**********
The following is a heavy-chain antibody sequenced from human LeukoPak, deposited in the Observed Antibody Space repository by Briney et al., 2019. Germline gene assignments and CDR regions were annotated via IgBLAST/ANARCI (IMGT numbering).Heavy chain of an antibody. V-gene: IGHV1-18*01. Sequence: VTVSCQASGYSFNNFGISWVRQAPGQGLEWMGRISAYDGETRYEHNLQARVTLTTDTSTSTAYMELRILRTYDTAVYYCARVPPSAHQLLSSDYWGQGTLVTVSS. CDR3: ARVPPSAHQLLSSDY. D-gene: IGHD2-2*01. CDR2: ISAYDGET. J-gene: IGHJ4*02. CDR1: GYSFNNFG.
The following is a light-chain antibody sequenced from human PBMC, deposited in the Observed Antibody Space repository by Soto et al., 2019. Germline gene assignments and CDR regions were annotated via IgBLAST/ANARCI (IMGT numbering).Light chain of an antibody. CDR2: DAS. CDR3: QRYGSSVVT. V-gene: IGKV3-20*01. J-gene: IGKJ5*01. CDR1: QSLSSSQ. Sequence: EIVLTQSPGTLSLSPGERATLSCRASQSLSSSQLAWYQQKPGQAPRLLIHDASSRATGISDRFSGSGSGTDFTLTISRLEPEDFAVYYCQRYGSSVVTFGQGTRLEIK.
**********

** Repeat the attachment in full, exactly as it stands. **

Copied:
The following is a heavy-chain antibody sequenced from human LeukoPak, deposited in the Observed Antibody Space repository by Briney et al., 2019. Germline gene assignments and CDR regions were annotated via IgBLAST/ANARCI (IMGT numbering).Heavy chain of an antibody. V-gene: IGHV1-18*01. Sequence: VTVSCQASGYSFNNFGISWVRQAPGQGLEWMGRISAYDGETRYEHNLQARVTLTTDTSTSTAYMELRILRTYDTAVYYCARVPPSAHQLLSSDYWGQGTLVTVSS. CDR3: ARVPPSAHQLLSSDY. D-gene: IGHD2-2*01. CDR2: ISAYDGET. J-gene: IGHJ4*02. CDR1: GYSFNNFG.
The following is a light-chain antibody sequenced from human PBMC, deposited in the Observed Antibody Space repository by Soto et al., 2019. Germline gene assignments and CDR regions were annotated via IgBLAST/ANARCI (IMGT numbering).Light chain of an antibody. CDR2: DAS. CDR3: QRYGSSVVT. V-gene: IGKV3-20*01. J-gene: IGKJ5*01. CDR1: QSLSSSQ. Sequence: EIVLTQSPGTLSLSPGERATLSCRASQSLSSSQLAWYQQKPGQAPRLLIHDASSRATGISDRFSGSGSGTDFTLTISRLEPEDFAVYYCQRYGSSVVTFGQGTRLEIK.